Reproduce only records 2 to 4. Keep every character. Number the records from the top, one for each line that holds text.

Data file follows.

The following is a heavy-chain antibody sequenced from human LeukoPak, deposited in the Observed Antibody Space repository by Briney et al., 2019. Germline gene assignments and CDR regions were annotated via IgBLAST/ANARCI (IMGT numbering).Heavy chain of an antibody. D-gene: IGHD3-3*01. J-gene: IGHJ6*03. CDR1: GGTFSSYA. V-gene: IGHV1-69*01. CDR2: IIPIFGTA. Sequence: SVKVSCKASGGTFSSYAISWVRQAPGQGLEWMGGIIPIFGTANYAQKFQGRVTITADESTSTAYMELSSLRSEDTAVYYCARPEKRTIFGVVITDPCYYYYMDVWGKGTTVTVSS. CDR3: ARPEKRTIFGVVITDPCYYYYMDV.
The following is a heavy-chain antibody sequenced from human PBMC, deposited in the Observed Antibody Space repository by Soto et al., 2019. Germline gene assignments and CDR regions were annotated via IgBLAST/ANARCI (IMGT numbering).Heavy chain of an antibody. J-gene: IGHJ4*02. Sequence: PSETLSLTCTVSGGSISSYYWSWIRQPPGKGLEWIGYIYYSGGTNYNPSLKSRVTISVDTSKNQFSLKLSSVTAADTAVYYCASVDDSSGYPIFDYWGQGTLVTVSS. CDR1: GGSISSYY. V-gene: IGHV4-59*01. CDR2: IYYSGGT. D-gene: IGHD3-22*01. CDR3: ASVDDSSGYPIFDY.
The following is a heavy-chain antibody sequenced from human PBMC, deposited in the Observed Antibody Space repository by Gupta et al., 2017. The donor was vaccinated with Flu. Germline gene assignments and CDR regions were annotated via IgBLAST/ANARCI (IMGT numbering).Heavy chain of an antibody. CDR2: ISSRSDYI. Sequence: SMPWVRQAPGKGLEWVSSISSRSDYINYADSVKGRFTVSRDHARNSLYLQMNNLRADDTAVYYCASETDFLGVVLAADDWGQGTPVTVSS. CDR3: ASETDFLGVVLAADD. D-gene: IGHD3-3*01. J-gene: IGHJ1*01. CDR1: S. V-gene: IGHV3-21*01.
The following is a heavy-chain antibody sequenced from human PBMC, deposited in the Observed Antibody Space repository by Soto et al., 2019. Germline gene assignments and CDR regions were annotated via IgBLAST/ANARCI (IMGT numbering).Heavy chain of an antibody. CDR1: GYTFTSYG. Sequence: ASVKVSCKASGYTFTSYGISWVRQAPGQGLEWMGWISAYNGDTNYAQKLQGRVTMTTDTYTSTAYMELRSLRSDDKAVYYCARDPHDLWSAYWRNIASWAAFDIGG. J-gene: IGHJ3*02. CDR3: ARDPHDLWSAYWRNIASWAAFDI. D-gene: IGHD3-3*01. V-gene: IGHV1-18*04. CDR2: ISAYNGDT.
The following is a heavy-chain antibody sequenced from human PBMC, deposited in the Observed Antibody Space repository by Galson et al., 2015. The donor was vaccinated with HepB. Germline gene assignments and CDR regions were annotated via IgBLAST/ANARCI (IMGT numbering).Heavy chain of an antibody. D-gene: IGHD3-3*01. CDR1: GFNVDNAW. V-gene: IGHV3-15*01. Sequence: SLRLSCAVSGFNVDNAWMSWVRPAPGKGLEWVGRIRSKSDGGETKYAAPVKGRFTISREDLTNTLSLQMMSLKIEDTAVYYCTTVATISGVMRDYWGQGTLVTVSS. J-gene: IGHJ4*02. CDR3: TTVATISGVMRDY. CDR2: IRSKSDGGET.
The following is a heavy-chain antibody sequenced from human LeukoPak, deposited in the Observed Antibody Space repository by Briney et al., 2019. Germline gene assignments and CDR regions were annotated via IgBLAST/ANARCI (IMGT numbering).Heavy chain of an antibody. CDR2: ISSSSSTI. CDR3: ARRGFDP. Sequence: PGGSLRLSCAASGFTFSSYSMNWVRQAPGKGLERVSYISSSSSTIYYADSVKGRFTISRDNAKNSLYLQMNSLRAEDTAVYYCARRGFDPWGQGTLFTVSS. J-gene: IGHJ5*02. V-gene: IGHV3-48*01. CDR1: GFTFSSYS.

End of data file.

The following is a heavy-chain antibody sequenced from human PBMC, deposited in the Observed Antibody Space repository by Soto et al., 2019. Germline gene assignments and CDR regions were annotated via IgBLAST/ANARCI (IMGT numbering).Heavy chain of an antibody. J-gene: IGHJ4*02. Sequence: PSETLSLTCTVSGGSISSYYWSWIRQPPGKGLEWIGYIYYSGGTNYNPSLKSRVTISVDTSKNQFSLKLSSVTAADTAVYYCASVDDSSGYPIFDYWGQGTLVTVSS. CDR1: GGSISSYY. V-gene: IGHV4-59*01. CDR2: IYYSGGT. D-gene: IGHD3-22*01. CDR3: ASVDDSSGYPIFDY.
The following is a heavy-chain antibody sequenced from human PBMC, deposited in the Observed Antibody Space repository by Gupta et al., 2017. The donor was vaccinated with Flu. Germline gene assignments and CDR regions were annotated via IgBLAST/ANARCI (IMGT numbering).Heavy chain of an antibody. CDR2: ISSRSDYI. Sequence: SMPWVRQAPGKGLEWVSSISSRSDYINYADSVKGRFTVSRDHARNSLYLQMNNLRADDTAVYYCASETDFLGVVLAADDWGQGTPVTVSS. CDR3: ASETDFLGVVLAADD. D-gene: IGHD3-3*01. J-gene: IGHJ1*01. CDR1: S. V-gene: IGHV3-21*01.
The following is a heavy-chain antibody sequenced from human PBMC, deposited in the Observed Antibody Space repository by Soto et al., 2019. Germline gene assignments and CDR regions were annotated via IgBLAST/ANARCI (IMGT numbering).Heavy chain of an antibody. CDR1: GYTFTSYG. Sequence: ASVKVSCKASGYTFTSYGISWVRQAPGQGLEWMGWISAYNGDTNYAQKLQGRVTMTTDTYTSTAYMELRSLRSDDKAVYYCARDPHDLWSAYWRNIASWAAFDIGG. J-gene: IGHJ3*02. CDR3: ARDPHDLWSAYWRNIASWAAFDI. D-gene: IGHD3-3*01. V-gene: IGHV1-18*04. CDR2: ISAYNGDT.